My next exhibition 'At the heart of all things' explores intricate drawings of incredible trees in their entirely and on-site sketches of trees that I have repeatedly visited over the last two years. Trees affect my practice significantly because not only are they the paper I draw on but also the wooden frames that house them. In my heart trees are the centre of all things.

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Eliza Gosse

- Eggs With Soldiered Toast Buttered Well, 2019 (sold out)

28 August to 15 September

Eggs With Soldiered Toast Buttered Well is a series of paintings by Eliza Gosse based on the memories of Australians who grew up in modernist homes built toward the middle of the twentieth century. The series collates amusing if somewhat mundane stories that link the architectural quirks of this typology with that which occurred within its walls.

By rendering modernist architecture in gouache alongside anecdotal experiences, Gosse posits the importance of design of this era within the broader narrative of Australian domesticity. There is a risk that unless we tell and retell our collective stories of home, that they will be lost, as much of the architecture of the time has itself been erased.

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Alex Karaconji

- Morning, 2019

7 August to 25 August, 2019

     Morning is a hand-drawn animation about the first hour of my day. Although the plot is relatively simple, I have tried to draw each gesture and object as vividly as I can. In doing so, I have tried to reclaim a part of my day that I am rarely conscious of. Stop-motion animation is well-suited to this undertaking. It is slow and repetitive, and it often involves a close examination of subtle, almost imperceptible movements.
     Morning exemplifies my approach to drawing in both its domestic subject matter and in its attempt to intensify an experience of life through the close observation of fine details.

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Agnes Tyson

- The Interior of Home, 2019

7 August to 25 August, 2019

     A well established genre for artists, The Interior of Home,consists of paintings depicting the artists homes, from childhood to the present. Painted over a period of fourteen years, these works investigate memory, loss and the significance of home.  Our lives fill the interior spaces of our homes with our energy - our moods, aspirations, disappointments, fears, traumas, joy, celebrations - connections with ourselves and others. They hold our possessions and provide space for us to sleep, eat, wash, rest, play, relate, interact, think, create and daydream. Every home has a feeling, a kinaesthetic sensation that fills the space and these paintings engage with the unique energy of the places they depict.
     This body of work also explores the more formal concerns of space, line, shape, tone and colour. It plays with spatial relationships, flat space and pattern. The paintings invite the observer to physically enter the spaces depicted. While these interiors are specific and personal, they invite us to spaces we may have known, remembered or imagined.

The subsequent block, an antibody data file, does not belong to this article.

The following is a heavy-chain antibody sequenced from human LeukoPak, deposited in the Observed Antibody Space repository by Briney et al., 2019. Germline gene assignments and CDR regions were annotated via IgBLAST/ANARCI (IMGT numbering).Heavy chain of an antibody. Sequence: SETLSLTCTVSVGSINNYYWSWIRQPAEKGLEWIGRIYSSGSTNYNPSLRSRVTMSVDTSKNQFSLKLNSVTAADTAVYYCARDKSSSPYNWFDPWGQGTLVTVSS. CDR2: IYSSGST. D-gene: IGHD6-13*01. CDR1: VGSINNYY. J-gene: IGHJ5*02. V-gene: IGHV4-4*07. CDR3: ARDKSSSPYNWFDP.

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Charlotte Bakker

- Resonant Forms, 2019

17 July to 4 August

     Resonant Forms presents a body of sculptural work that considers the synchronicities between sculptural composition and musical improvisation. Drawing on the enduring connection between the fields of music and sculpture, these works are responsive to musical rhythm and movement. The steel and timber forms seek to articulate the lyricism inherent to musical composition, presenting a harmonious sequence of visual elements that explore implied and constructed sculptural space.
     Through an improvisational process driven by intuition, Bakker’s practice is informed by the legacy of steel sculpture, the practice of drawing in space and the rhythmic forms in classical and instrumental music. An extension of the practice of drawing in space allows for an investigation of linearity beyond the limitations of the flat surface, engaging with the three-dimensional through line, form and spatial tension. Utilisation of steel as a primary material exploits the connotation of its industrial uses, uncovering its unexpected expressive and poetic possibilities.

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Robert Boynes

- A whole life in a passing moment, 2019

17 July to 4 August

     We often make nonverbal observations and judgements about people, situations and even random objects as they pass before us.
     Some of these images may be burned into our memory and reappear as tropes that we recognise and repeat. They may be a pattern of habits or even personal taste - as in my case. I search for the drama of that moment or the stillness of another, which I find compelling in my ordinary life.
     Some of these works focus on the private and domestic, a reflection on internal thoughts and local matters. Others are more global in nature, portraying large scale social and environmental events. The pairing of these two positions place the works into a global context. These paintings stay with us as flashes of memory, like rapid bursts of light that resonate after our eyes are closed. Mysteries remain. 
     Robert Boynes, 2019

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BLACK BOX PROJECTS Presents, Todd Fuller - 'Ode to Clarence'

- In conjunction with Grafton Regional Gallery 'Moving Image: From the Collection' (18 July to 1 Sept, 2019)

17 July to 4 August, 2019